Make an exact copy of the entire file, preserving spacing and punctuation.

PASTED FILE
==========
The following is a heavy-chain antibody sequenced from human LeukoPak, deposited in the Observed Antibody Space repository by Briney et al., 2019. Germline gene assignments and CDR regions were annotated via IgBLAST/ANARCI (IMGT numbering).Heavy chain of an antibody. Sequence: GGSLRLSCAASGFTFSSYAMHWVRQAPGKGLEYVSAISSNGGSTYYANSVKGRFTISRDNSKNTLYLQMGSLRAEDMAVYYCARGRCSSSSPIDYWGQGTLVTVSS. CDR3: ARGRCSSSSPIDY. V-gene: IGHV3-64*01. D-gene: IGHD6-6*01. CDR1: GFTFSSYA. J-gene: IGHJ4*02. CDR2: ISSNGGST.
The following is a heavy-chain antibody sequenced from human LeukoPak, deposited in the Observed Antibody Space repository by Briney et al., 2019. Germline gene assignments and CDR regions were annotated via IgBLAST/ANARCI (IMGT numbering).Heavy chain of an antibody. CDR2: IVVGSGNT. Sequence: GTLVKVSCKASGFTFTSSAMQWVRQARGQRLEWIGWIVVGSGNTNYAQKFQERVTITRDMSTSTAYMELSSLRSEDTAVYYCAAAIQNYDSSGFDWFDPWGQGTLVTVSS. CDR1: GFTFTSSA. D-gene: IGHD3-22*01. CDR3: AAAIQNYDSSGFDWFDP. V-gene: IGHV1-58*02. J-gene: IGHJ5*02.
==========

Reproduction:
The following is a heavy-chain antibody sequenced from human LeukoPak, deposited in the Observed Antibody Space repository by Briney et al., 2019. Germline gene assignments and CDR regions were annotated via IgBLAST/ANARCI (IMGT numbering).Heavy chain of an antibody. Sequence: GGSLRLSCAASGFTFSSYAMHWVRQAPGKGLEYVSAISSNGGSTYYANSVKGRFTISRDNSKNTLYLQMGSLRAEDMAVYYCARGRCSSSSPIDYWGQGTLVTVSS. CDR3: ARGRCSSSSPIDY. V-gene: IGHV3-64*01. D-gene: IGHD6-6*01. CDR1: GFTFSSYA. J-gene: IGHJ4*02. CDR2: ISSNGGST.
The following is a heavy-chain antibody sequenced from human LeukoPak, deposited in the Observed Antibody Space repository by Briney et al., 2019. Germline gene assignments and CDR regions were annotated via IgBLAST/ANARCI (IMGT numbering).Heavy chain of an antibody. CDR2: IVVGSGNT. Sequence: GTLVKVSCKASGFTFTSSAMQWVRQARGQRLEWIGWIVVGSGNTNYAQKFQERVTITRDMSTSTAYMELSSLRSEDTAVYYCAAAIQNYDSSGFDWFDPWGQGTLVTVSS. CDR1: GFTFTSSA. D-gene: IGHD3-22*01. CDR3: AAAIQNYDSSGFDWFDP. V-gene: IGHV1-58*02. J-gene: IGHJ5*02.